Will be more pro-active if US addresses demand for green tech transfer: India
Ahead of President Barack Obama's visit, India Friday said it will be more pro-active on climate change issues if the US addresses its demand for transfer of green technology and operationalisation of the Green Climate Fund pledged by the developed world including America.
New Delhi: Ahead of President Barack Obama's visit, India Friday said it will be more pro-active on climate change issues if the US addresses its demand for transfer of green technology and operationalisation of the Green Climate Fund pledged by the developed world including America.
Environment Minister Prakash Javadekar also said the Narendra Modi-led government does not "act under pressures" on green issues as its commitment is to millions of poor in the country who voted it to power with "great aspirations" in the last general elections.
He dismissed suggestions that the US was exercising pressure on India as far as climate change issue is concerned.
"We actually can co-partner on many issues. We expect that America, because it understands India's requirements, we will have good arrangements where we are also pro-active and positive and at the same time we get funds and technology. It is not about getting funds... Our actions will be more impressive then," the minister said at the India Today Global Round Table here.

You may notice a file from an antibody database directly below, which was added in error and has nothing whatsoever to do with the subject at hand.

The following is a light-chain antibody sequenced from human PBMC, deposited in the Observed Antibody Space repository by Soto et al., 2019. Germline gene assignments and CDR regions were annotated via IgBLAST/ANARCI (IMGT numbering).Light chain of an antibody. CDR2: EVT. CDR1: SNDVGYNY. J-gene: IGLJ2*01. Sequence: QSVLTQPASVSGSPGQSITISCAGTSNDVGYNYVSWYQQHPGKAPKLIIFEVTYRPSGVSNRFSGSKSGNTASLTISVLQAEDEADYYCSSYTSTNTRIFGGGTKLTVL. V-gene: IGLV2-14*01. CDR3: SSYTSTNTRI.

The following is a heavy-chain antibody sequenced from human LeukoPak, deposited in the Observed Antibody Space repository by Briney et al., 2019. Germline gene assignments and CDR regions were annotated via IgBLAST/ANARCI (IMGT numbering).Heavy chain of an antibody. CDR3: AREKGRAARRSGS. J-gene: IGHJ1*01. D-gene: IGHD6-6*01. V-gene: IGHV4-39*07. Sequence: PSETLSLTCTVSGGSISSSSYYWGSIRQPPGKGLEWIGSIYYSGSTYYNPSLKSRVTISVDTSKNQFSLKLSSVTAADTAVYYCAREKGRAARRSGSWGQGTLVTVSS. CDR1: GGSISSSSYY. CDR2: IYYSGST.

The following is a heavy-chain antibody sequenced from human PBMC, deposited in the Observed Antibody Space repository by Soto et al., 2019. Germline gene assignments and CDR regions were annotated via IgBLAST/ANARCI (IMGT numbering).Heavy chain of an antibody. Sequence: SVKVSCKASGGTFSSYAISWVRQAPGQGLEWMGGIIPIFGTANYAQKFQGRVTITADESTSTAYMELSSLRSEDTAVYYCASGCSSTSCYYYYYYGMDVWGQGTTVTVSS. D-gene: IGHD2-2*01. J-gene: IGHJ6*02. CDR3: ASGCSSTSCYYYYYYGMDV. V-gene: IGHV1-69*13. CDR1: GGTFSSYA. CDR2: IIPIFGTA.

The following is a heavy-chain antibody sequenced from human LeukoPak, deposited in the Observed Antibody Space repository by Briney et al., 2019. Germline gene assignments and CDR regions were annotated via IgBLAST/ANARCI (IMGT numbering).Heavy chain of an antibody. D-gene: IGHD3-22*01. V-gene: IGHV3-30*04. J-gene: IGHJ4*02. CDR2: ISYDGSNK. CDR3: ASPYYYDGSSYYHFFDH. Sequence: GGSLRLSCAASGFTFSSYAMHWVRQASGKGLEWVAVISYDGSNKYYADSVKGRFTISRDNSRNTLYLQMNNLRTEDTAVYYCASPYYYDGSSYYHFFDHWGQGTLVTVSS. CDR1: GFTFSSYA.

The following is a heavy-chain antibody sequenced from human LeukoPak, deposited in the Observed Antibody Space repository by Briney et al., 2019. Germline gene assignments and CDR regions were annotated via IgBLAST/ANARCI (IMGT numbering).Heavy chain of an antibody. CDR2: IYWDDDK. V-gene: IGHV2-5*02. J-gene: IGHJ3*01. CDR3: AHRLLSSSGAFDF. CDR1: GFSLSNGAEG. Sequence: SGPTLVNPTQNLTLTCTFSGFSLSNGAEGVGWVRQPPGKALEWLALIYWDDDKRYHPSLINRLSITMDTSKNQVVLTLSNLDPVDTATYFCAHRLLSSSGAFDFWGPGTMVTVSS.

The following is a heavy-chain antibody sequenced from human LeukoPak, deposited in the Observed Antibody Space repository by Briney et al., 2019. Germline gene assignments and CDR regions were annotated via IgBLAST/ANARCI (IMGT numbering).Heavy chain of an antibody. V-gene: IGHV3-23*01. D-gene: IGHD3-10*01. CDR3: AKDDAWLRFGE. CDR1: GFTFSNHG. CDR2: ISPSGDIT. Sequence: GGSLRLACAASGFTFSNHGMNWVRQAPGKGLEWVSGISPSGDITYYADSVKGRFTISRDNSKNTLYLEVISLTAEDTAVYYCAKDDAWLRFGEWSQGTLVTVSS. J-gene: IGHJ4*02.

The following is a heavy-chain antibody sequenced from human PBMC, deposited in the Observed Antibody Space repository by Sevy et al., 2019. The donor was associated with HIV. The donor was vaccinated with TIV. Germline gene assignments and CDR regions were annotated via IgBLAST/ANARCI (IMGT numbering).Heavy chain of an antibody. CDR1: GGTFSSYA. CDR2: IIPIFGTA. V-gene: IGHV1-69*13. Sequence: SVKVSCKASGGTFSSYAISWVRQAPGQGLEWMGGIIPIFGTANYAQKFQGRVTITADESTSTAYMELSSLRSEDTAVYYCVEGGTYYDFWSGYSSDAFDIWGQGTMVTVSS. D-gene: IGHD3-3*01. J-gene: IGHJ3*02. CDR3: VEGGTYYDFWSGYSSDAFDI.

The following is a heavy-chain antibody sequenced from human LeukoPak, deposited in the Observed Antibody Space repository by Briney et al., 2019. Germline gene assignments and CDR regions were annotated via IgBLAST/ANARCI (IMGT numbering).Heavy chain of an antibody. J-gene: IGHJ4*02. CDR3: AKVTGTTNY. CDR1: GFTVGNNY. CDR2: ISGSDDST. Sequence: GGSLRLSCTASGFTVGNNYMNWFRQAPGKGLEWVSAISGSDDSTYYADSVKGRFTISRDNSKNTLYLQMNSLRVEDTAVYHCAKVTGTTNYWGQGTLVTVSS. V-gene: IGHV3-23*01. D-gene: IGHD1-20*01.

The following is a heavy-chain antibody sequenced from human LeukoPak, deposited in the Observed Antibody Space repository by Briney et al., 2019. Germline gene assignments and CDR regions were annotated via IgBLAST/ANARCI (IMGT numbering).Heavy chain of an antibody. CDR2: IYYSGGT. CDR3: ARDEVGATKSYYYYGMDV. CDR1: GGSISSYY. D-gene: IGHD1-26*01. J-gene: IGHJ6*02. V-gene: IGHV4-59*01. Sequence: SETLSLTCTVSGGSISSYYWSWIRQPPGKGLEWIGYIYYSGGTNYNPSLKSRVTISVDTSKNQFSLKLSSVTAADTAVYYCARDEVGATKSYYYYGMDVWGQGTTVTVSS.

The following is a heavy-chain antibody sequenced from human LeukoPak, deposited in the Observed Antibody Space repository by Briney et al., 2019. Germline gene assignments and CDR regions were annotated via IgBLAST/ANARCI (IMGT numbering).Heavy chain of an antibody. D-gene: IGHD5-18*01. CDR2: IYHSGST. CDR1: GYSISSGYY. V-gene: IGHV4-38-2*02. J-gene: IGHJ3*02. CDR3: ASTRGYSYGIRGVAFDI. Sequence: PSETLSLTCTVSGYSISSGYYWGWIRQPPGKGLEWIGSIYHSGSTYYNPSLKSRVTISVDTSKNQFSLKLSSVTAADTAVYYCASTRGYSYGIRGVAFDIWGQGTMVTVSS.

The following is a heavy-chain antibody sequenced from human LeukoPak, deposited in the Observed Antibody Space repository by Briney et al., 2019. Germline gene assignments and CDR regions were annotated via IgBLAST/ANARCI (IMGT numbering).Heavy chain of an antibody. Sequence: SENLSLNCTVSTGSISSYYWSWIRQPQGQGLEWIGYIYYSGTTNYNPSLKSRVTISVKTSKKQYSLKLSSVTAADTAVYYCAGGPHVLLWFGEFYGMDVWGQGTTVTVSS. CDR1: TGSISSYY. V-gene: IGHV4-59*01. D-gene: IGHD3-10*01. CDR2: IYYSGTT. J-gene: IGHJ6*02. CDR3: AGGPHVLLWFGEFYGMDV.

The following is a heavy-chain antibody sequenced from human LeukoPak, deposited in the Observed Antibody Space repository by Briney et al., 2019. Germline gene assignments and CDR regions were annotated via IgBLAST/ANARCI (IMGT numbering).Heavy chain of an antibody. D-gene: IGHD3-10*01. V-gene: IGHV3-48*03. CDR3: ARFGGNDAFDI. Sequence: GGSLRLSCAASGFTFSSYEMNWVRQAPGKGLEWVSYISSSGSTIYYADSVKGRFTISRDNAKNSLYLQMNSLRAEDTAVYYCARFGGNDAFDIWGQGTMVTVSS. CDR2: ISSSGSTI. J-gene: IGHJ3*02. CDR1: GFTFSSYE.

Javadekar, however, pointed out that the US and other developed world have not fulfilled their commitment on creating Green Climate Fund (GCF) of USD 100 billion.
"In Lima, the American representative told they are pledging USD 3 billion. Obama is sincere about addressing the issue of climate change. But in the conference, they are adopting a different position. They have not approved USD 3 billion pledge.
"World must give Green Climate Fund. If they provide GCF, developing world will have more actions to cut emission and will have more energy efficiency," he said.
Asked whether India is under pressure from the US, which has sealed a deal on climate change with China late last year, Javadekar said, "There is no pressure and we don't take pressures. We are not in a habit of taking pressures and we don't act under pressure. Whatever we do we do with conviction, with commitment on our own volition."
"So pressure is not there and won't be there. But our action will be stronger and stronger by the day," he said.
Javadekar said an agreement is possible in the Paris Climate Conference later this year, if the developed world finds solutions to the issues of green technology transfer without IPR cost and addresses the issue of GCF "in a time bound manner".
"Otherwise it will be a hairsplitting thing in the end," he said.